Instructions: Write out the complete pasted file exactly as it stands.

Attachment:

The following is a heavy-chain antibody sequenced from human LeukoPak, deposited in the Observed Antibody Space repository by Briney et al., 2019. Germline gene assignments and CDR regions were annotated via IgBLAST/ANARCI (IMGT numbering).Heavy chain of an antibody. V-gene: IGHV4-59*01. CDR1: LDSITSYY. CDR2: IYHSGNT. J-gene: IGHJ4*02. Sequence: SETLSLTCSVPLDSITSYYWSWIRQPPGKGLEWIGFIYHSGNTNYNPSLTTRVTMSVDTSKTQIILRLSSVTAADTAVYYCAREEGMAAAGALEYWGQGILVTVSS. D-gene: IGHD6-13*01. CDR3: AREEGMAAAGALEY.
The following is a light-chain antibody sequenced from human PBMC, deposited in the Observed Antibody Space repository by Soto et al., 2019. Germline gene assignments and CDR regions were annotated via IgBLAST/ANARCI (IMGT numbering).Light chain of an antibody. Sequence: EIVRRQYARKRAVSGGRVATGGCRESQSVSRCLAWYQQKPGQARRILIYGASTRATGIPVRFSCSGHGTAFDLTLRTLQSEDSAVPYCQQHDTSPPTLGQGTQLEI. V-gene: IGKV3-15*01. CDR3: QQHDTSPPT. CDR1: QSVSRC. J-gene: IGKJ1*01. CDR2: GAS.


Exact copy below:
The following is a heavy-chain antibody sequenced from human LeukoPak, deposited in the Observed Antibody Space repository by Briney et al., 2019. Germline gene assignments and CDR regions were annotated via IgBLAST/ANARCI (IMGT numbering).Heavy chain of an antibody. V-gene: IGHV4-59*01. CDR1: LDSITSYY. CDR2: IYHSGNT. J-gene: IGHJ4*02. Sequence: SETLSLTCSVPLDSITSYYWSWIRQPPGKGLEWIGFIYHSGNTNYNPSLTTRVTMSVDTSKTQIILRLSSVTAADTAVYYCAREEGMAAAGALEYWGQGILVTVSS. D-gene: IGHD6-13*01. CDR3: AREEGMAAAGALEY.
The following is a light-chain antibody sequenced from human PBMC, deposited in the Observed Antibody Space repository by Soto et al., 2019. Germline gene assignments and CDR regions were annotated via IgBLAST/ANARCI (IMGT numbering).Light chain of an antibody. Sequence: EIVRRQYARKRAVSGGRVATGGCRESQSVSRCLAWYQQKPGQARRILIYGASTRATGIPVRFSCSGHGTAFDLTLRTLQSEDSAVPYCQQHDTSPPTLGQGTQLEI. V-gene: IGKV3-15*01. CDR3: QQHDTSPPT. CDR1: QSVSRC. J-gene: IGKJ1*01. CDR2: GAS.